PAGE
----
The sad fact is that male chauvinism and patriarchal oppression are absolutely the pillars of the whole structure of our society. Its dark stream of abuse and distortion runs deep and wide, both openly and in undercurrents, through our educations systems, our literature, or movie industry, our religions, our private lives.

      We mustn't justify it and let it continue. We must resist, rethink, challenge and not be afraid. The abuser always conquers by fear. It is not to be glamorized.

    • AmandaLuna profile image

      AmandaLuna 4 years ago from Orlando, FL

      Interesting Hub Laura!

      I too read Fifty Shades with some reluctancy and curiosity. Between my two girlfriends were swearing by it and the media hype, I caved and read it. While it was a nice distraction, I also felt like I was the only sane one thinking: 1) this is a bit rediculous and there's no way this guy would really change and 2) great! here's another "fairytale" twisted as it may be, that will have women along with my two friends thinking this is the type of relationship they should be looking for.

      Maybe I'm to much of a realist or sinic but the minute one of my friends asked me "Where's my Christain Grey" it raised a huge red flag.

      Hopefully it won't have such a huge impact on what women view as an ideal relationship.

    • LauraGT profile image
      Author

      LauraGT 4 years ago from MA

      AmandaLuna: Thanks for reading. That is disheartening that young women would be idealizing Christian that way. Perhaps when they stop looking for someone to save them, they will fine a nice, caring man to fall in love with! :)

      BerniceTeh90: You make very good points. I think that harmful messages about women are prevalent in our culture, both in media targeted at women and men and some more obviously than others. My hope is that people start to see how these sometimes seemingly harmless ideas help shape people's views of themselves, others, and their relationships.

    • btrbell profile image

      Randi Benlulu 4 years ago from Mesa, AZ

      Your challenge is accepted. I was so happy to read your hub right now. I have been pretty angry with myself for succumbing to peer pressure and even reading this book! I probably need to research this but I am still in the dark how this book became so incredibly popular. If women are looking for soft porn, they obviously have missed some of the great novelists of our time as well as millions of "romance novel" that are constantly being written complete with sexual fantasy. I have been amazed at the comments I have heard, the expression on people's faces when you bring up the book and the priceless Facebook posts. Thank you for your words of insight. It helps my justification in feeling that this book has nothing to bring to my table. I voted up and interesting!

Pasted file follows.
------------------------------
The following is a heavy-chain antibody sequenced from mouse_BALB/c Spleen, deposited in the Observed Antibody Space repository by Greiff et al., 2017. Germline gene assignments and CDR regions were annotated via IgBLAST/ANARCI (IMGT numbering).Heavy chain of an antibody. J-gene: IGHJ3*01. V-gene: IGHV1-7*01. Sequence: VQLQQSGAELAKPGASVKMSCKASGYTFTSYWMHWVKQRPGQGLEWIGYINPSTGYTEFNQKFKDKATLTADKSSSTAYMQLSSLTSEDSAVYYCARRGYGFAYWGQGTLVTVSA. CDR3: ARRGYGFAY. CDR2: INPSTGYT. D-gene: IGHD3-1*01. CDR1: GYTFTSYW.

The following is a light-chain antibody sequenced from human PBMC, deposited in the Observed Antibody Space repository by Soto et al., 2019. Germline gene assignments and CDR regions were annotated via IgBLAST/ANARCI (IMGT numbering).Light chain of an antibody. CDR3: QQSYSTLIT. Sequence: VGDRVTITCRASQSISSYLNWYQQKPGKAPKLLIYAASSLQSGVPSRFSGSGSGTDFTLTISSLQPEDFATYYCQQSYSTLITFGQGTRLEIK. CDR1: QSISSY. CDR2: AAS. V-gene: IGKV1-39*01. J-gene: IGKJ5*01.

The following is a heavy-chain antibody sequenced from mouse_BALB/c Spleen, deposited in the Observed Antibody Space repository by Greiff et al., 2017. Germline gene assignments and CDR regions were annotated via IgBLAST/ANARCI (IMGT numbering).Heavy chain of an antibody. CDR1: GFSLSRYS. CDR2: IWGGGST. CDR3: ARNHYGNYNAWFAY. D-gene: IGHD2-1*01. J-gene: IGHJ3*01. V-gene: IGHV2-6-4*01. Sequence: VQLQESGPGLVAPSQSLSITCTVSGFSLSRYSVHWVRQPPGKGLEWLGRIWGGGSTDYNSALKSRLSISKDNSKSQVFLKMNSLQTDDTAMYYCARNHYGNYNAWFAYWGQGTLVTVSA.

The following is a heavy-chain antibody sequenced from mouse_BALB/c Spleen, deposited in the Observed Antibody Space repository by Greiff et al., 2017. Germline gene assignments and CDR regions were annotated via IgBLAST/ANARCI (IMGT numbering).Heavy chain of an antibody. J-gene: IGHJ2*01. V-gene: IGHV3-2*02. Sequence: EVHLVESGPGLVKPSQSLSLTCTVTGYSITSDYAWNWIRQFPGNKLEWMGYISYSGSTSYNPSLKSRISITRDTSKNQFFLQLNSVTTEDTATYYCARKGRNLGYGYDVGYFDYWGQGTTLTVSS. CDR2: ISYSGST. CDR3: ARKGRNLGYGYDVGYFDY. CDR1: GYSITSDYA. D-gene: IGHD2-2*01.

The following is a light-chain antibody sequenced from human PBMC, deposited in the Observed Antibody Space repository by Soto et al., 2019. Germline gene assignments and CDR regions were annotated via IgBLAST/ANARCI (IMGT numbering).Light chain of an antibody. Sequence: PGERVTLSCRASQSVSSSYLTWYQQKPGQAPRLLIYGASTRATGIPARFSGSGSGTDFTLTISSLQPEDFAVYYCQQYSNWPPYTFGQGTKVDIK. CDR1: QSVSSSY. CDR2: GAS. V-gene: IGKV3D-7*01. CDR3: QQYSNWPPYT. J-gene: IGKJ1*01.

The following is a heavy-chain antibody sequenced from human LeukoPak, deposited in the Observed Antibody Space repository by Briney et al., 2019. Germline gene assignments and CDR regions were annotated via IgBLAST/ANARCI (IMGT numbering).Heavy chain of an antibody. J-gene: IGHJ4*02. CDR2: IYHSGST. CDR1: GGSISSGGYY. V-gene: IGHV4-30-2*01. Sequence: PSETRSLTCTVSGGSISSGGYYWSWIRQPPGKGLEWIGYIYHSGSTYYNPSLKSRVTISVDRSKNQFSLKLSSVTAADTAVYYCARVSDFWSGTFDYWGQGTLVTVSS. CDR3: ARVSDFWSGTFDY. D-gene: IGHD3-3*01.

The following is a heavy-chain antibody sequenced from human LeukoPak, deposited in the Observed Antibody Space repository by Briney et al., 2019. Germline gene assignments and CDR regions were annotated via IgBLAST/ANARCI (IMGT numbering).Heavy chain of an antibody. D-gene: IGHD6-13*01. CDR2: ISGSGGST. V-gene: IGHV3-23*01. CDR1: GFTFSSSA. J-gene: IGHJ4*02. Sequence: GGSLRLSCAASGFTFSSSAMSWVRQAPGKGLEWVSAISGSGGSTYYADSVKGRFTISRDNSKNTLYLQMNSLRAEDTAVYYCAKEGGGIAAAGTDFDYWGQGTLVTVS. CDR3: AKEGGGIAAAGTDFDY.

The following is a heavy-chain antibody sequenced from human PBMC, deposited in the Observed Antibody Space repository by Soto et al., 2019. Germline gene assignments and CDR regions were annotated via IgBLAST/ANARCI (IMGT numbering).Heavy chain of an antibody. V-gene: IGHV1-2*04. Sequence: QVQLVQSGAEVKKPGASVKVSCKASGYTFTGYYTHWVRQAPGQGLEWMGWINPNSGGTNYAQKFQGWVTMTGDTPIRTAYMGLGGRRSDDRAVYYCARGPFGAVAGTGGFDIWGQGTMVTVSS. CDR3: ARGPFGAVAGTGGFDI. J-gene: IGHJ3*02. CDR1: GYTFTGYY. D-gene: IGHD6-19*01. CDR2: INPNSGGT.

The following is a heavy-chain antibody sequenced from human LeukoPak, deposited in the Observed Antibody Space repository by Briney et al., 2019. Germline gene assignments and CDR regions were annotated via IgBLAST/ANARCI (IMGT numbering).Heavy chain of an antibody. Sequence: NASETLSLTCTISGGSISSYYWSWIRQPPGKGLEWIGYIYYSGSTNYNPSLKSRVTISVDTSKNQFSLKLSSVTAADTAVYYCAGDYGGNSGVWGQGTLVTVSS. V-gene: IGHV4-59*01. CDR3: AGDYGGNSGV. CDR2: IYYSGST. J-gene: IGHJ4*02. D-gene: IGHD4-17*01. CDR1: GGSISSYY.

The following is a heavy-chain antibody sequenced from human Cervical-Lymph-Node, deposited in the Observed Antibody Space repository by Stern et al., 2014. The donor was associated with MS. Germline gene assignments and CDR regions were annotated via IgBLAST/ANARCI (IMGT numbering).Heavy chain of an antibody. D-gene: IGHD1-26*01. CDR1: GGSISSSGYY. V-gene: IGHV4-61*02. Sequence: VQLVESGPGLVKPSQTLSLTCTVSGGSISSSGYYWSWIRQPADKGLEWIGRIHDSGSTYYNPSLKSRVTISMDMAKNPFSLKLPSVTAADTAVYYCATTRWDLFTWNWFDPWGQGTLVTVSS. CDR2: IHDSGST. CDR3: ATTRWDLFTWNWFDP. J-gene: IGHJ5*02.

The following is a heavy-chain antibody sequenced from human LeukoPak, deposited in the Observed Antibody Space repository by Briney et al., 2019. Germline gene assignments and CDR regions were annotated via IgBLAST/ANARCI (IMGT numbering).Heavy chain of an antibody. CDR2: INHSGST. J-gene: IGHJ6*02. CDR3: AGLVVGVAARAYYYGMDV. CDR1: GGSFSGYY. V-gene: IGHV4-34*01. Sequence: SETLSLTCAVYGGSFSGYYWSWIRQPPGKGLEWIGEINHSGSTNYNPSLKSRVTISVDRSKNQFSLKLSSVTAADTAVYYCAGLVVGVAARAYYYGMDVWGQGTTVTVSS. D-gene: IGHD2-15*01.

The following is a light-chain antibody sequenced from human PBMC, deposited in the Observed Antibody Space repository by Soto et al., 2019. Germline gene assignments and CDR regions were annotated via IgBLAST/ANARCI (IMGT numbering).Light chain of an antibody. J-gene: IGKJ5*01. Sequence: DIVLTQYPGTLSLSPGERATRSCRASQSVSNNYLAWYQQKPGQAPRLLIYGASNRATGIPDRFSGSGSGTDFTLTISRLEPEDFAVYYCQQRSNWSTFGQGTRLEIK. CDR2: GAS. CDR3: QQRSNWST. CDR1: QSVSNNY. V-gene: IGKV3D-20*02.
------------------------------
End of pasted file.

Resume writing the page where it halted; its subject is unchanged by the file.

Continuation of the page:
• LauraGT profile image
      Author

      LauraGT 4 years ago from MA

      btrbell: I'm glad to have brought you some insight! It is very interesting to think about how this poorly written book became so popular. You're right the porn isn't even that interesting - I found myself skimming through the sex parts! This again?? Anyway, thanks for reading.

    • profile image

      Ddffss 4 years ago

      Thank you for this perspective!! As an avid reader, I was introduced to this book series by a group of friends. While I agree that the sex scenes can be arousing, I am completely saddened by the way the book suggests dominance (whether male or female) is shown in a "positive" light. I would hate to think that our next generations would be excited to be "controlled" or have "control" over another human being. Even though it may be fiction, I think it brings forth many of the issues plaguing humanity.

    • profile image

      anne zainal 4 years ago